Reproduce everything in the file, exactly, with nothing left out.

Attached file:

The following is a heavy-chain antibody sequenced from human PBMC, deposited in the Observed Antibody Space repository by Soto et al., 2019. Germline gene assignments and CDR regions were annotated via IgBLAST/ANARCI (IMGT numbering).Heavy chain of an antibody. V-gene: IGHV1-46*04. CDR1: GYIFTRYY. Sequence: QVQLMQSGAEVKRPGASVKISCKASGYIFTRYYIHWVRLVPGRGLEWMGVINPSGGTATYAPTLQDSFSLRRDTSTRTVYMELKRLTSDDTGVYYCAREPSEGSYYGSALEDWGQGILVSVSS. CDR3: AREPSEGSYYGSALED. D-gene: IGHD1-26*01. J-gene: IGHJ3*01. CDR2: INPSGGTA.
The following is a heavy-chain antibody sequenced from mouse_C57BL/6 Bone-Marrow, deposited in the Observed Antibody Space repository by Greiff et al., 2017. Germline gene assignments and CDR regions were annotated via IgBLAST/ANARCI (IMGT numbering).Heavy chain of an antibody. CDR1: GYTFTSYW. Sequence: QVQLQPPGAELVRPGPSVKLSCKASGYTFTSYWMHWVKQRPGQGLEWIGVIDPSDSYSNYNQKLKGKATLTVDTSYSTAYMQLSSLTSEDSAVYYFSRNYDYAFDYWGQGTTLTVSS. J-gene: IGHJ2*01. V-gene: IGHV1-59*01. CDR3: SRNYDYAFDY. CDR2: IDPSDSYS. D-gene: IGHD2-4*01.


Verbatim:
The following is a heavy-chain antibody sequenced from human PBMC, deposited in the Observed Antibody Space repository by Soto et al., 2019. Germline gene assignments and CDR regions were annotated via IgBLAST/ANARCI (IMGT numbering).Heavy chain of an antibody. V-gene: IGHV1-46*04. CDR1: GYIFTRYY. Sequence: QVQLMQSGAEVKRPGASVKISCKASGYIFTRYYIHWVRLVPGRGLEWMGVINPSGGTATYAPTLQDSFSLRRDTSTRTVYMELKRLTSDDTGVYYCAREPSEGSYYGSALEDWGQGILVSVSS. CDR3: AREPSEGSYYGSALED. D-gene: IGHD1-26*01. J-gene: IGHJ3*01. CDR2: INPSGGTA.
The following is a heavy-chain antibody sequenced from mouse_C57BL/6 Bone-Marrow, deposited in the Observed Antibody Space repository by Greiff et al., 2017. Germline gene assignments and CDR regions were annotated via IgBLAST/ANARCI (IMGT numbering).Heavy chain of an antibody. CDR1: GYTFTSYW. Sequence: QVQLQPPGAELVRPGPSVKLSCKASGYTFTSYWMHWVKQRPGQGLEWIGVIDPSDSYSNYNQKLKGKATLTVDTSYSTAYMQLSSLTSEDSAVYYFSRNYDYAFDYWGQGTTLTVSS. J-gene: IGHJ2*01. V-gene: IGHV1-59*01. CDR3: SRNYDYAFDY. CDR2: IDPSDSYS. D-gene: IGHD2-4*01.